She introduced me to the people at the printing press, taught me what it meant to proofread, and helped get the book published in just a few months – thus making a writer of me. Vijaya madam’s keenness to help her colleagues, young people, and newcomers grow was singular.
I remembered watching how Vijaya madam began the ‘Samata Vedike’ (~Platform for Equality) in Mysuru and how she actively participated in its activities.
Later, for various reasons, she left the organisation and, with a number of like-minded people, began the ‘Samata Adhyayana Kendra’, where she continued to write, publish, and be involved in the struggle.
Bridging generations in the pursuit of equality
The most important events that ‘Samata Adhyayana Kendra’ organised under Vijaya madam’s leadership were those where senior women literary figures and educators, like HV Savitramma, MK Indira, Dr Sudha Rao, and Dr Ratna Nayak, were invited and introduced to the younger generation via a discussion.
Had Vijaya madam’s memory returned (after the accident), she would certainly have raised the profile of ‘Samata Adhyayana Kendra’ statewide and made it a force for social justice.
Obstacles, roadblocks, and even humiliation are no strangers to people involved with societal and social justice works.
Marching for Vijaya madam’s sake
During Vijaya madam’s time, when the academic space decided to target her in unsavoury ways, a whole host of people participated in a march to demonstrate support for her.
The reason I remember this is because that was the first time I ever participated in a public demonstration! The demonstration was successful when the charges against madam were shown to be false.
A family (re)connection
Madam became even closer to me through my older sister, Dr Ratna Nayak, who is a professor of Physics in America.
My sister and Vijaya madam, who were in the same year in their college, had got to know each other when they were living in the hostel. After I became acquainted with madam and she learnt about this connection, madam made sure to meet my sister every time she came down from America.
When they met, they would reminisce about their youthful days. These meetings brought them even closer.
A role model who was relentlessly active
An example of madam’s leadership quality: she once gathered about 15 of us and, taking us to Ooty, encouraged us to conduct research on the indigenous Toda people and Kota people of the region.
Vijaya madam, who was constantly reading, writing, thinking, discussing, conducting research, participating in struggles, organising, lecturing, and travel was a role model for all of us.
A brave woman of unshakeable principles
In matters of truth, justice, honesty, equality, independence, and especially in matters regarding women, madam was never willing to compromise.
Perhaps that was the reason she was never appointed to a high post in the university or in the government. Today, ‘Shaktidhama’ stands as a testament to madam’s organisational abilities. ‘Shaktidhama’ was an institution madam founded to rehabilitate women who had formerly been prostitutes.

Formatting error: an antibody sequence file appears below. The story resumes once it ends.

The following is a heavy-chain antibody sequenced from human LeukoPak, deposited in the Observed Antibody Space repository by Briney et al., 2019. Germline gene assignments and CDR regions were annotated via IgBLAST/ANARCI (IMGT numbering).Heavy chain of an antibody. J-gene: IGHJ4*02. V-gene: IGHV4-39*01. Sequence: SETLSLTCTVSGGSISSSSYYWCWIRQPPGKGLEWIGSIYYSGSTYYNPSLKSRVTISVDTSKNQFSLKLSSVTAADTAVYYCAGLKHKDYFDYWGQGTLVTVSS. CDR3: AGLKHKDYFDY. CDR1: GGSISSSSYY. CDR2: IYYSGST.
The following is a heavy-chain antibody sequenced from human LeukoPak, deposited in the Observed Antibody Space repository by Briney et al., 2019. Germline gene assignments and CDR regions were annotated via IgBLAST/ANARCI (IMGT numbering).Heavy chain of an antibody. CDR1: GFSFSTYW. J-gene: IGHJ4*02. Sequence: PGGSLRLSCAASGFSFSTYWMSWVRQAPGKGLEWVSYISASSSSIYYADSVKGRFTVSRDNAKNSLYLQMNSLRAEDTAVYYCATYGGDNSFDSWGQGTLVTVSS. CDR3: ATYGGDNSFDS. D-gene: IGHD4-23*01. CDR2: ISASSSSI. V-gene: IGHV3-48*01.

She managed to successfully build and run this organisation with the help of the Karnataka government, some well-known people (including Dr Rajkumar’s family) and a group of progressives.
A genuine and farsighted feminist
As someone with a deep concern about women’s futures, madam became actively involved in the matter.
The education of girls, the welfare of orphaned girls, support for women without secure means, women who’d experienced abuse, women searching for jobs so as build a life for themselves – Vijaya madam’s farsightedness prompted her to create a place of shelter and a guiding light for helpless women of every sort.
Unfortunately, the accident rendered her unable to continue her work. Battling with poor health and memory loss, she kept death at bay for another 18 years, before finally succumbing on 23 February 2018.
Celebrating Vijaya madam’s legacy
When she lived, Vijaya madam did not just think, lecture, and write about feminism. Rather, she lived feminism. All those who identify as feminists in Karnataka today have been influenced by Vijaya madam in one way or another.
On the day of her birth, 1 June, let us all remember her contribution and commemorate her by manifesting a Vijaya Dabbe within us and becoming real feminists.
(This article is a translation by Madhav Ajjampur of a Kannada essay by Dr Hemalatha.
Dr. Hemalatha is a professor in the department of Women’s Studies at Karnataka State Akkamahadevi Women’s University. She has a BA and MA in Economics from the University of Mysore and a PhD in Women’s Empowerment from the same university. The author of 28 books on Women’s Studies, she has presented papers in national and international seminars and participated in several workshops on Women’s Studies abroad. She was awarded a UGC scholarship to visit Hungary in 2009.)